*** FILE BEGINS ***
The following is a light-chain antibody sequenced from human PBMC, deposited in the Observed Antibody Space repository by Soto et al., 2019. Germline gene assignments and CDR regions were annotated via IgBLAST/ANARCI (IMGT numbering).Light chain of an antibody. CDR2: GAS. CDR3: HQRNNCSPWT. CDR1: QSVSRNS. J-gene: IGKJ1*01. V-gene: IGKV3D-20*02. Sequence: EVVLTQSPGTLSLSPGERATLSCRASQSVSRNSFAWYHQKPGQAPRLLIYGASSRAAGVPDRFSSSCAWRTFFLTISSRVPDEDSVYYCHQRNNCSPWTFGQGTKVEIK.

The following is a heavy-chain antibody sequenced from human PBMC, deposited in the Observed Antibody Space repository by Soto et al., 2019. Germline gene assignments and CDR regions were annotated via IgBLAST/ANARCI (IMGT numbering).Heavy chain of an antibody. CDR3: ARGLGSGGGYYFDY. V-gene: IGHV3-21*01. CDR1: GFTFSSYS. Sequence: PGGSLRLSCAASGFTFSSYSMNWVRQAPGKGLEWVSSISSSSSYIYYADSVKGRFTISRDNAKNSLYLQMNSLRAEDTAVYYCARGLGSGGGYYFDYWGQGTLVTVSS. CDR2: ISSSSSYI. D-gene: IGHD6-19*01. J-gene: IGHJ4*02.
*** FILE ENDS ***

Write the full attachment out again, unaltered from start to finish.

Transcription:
The following is a light-chain antibody sequenced from human PBMC, deposited in the Observed Antibody Space repository by Soto et al., 2019. Germline gene assignments and CDR regions were annotated via IgBLAST/ANARCI (IMGT numbering).Light chain of an antibody. CDR2: GAS. CDR3: HQRNNCSPWT. CDR1: QSVSRNS. J-gene: IGKJ1*01. V-gene: IGKV3D-20*02. Sequence: EVVLTQSPGTLSLSPGERATLSCRASQSVSRNSFAWYHQKPGQAPRLLIYGASSRAAGVPDRFSSSCAWRTFFLTISSRVPDEDSVYYCHQRNNCSPWTFGQGTKVEIK.

The following is a heavy-chain antibody sequenced from human PBMC, deposited in the Observed Antibody Space repository by Soto et al., 2019. Germline gene assignments and CDR regions were annotated via IgBLAST/ANARCI (IMGT numbering).Heavy chain of an antibody. CDR3: ARGLGSGGGYYFDY. V-gene: IGHV3-21*01. CDR1: GFTFSSYS. Sequence: PGGSLRLSCAASGFTFSSYSMNWVRQAPGKGLEWVSSISSSSSYIYYADSVKGRFTISRDNAKNSLYLQMNSLRAEDTAVYYCARGLGSGGGYYFDYWGQGTLVTVSS. CDR2: ISSSSSYI. D-gene: IGHD6-19*01. J-gene: IGHJ4*02.